Following her divorce in 1943, Day went back on the road with Les Brown, leaving her son with her mother in Cincinnati. During the tour, she introduced the song "Sentimental Journey." "I always feel a rise in my scalp or on the backs of my wrists when something is special," she said, "whether it be song or man. I stepped to the microphone, and on the second run-through I sang the lyrics. I loved the song. I loved singing it, and we all thought it was going to be a big hit." Recorded on the Okey label, "Sentimental Journey" became a million-seller, a song that would forever be associated with Doris Day.

During that second stint with Les Brown, Day met and married George Weidler, a saxophone player, and became a trailer-housewife while Weidler worked in Hollywood. The couple parted after only eight months, possibly because Weidler feared Day's career might surpass his. (Their relationship continued after the divorce, and it was Weidler who would introduce Day to the Christian Science religion, which she would then embrace as her own.)

In 1946, Day's agent secured an interview for her with Michael Curtiz, who was looking for a singer to replace a pregnant Betty Hutton as the lead in his movie Romance on the High Seas. Still shaky from her recent breakup with Weidler, Day was distracted and teary-eyed during most of the interview but still managed to secure a screentest. Convinced that she had blown the test, she booked a ticket back to Cincinnati before receiving the news that the part was hers. Although the finished picture was considered banal, Day received good reviews. Acting came as naturally to her as singing. "From the first take onward," she said, "I never had any trepidation about what I was called on to do. Movie acting came to me with greater ease and naturalness than anything else I had ever done." She then embarked on a series of 14 pictures for Warner Bros., managing to squeeze in a tour of duty with Bob Hope's concert and radio troupe between her first and second film.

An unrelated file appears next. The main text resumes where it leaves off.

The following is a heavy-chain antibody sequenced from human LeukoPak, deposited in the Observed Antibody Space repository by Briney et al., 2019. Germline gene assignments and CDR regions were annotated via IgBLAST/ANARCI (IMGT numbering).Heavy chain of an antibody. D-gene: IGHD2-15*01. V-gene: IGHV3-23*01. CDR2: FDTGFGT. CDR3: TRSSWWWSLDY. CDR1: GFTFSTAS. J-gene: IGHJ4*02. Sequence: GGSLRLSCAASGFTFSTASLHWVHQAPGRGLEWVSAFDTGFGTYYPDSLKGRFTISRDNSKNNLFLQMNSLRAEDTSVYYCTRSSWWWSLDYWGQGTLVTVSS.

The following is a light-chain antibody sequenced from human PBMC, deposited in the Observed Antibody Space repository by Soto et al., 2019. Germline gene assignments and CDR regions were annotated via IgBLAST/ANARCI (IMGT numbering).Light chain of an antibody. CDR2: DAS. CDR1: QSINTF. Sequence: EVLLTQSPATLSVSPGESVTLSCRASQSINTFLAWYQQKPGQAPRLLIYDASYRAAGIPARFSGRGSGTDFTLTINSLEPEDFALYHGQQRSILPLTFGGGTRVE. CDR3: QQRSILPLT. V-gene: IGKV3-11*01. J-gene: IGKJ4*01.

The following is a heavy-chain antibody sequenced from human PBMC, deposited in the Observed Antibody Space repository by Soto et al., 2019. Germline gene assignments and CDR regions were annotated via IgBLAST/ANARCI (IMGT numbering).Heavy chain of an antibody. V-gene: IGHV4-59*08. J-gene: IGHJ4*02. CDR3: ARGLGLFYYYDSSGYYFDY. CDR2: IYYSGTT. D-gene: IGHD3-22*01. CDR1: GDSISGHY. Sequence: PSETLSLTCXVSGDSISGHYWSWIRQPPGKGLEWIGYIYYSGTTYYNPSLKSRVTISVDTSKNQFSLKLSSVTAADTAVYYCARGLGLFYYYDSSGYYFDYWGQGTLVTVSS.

After a few romantic musicals, Day was labeled Hollywood's girl-next-door, even though she would occasionally take on dramatic roles in such movies as Young Man with a Horn (1950), Love Me or Leave Me (1955), and The Man Who Knew Too Much (1956), which also produced the Oscar-winning song "Que Sera, Sera." In 1951, she received the Laurel Award as "the leading new female personality in the motion picture industry" and was named by Motion Picture Herald as one of the top ten bankable film stars of 1952. Her singing career kept pace with her burgeoning film career. Day was a leading moneymaker for Columbia Records for over four years, producing about 12 records yearly with annual sales of around 5 million.

But success and constant work came at a price. In 1954, after the release of Calamity Jane (in which she sang the Academy Award-winning song "Secret Love"), Day began to suffer shortness of breath and heart palpitations, which culminated in nervous collapse. Still recovering, she scarcely remembered making her next picture, Lucky Me (1954). Her film career hit its peak in the 1960s when she starred in a series of sophisticated bedroom farces opposite romantic costars such as Rock Hudson, Cary Grant, and James Garner. She was nominated for an Academy Award for the first of these films, Pillow Talk, in 1959.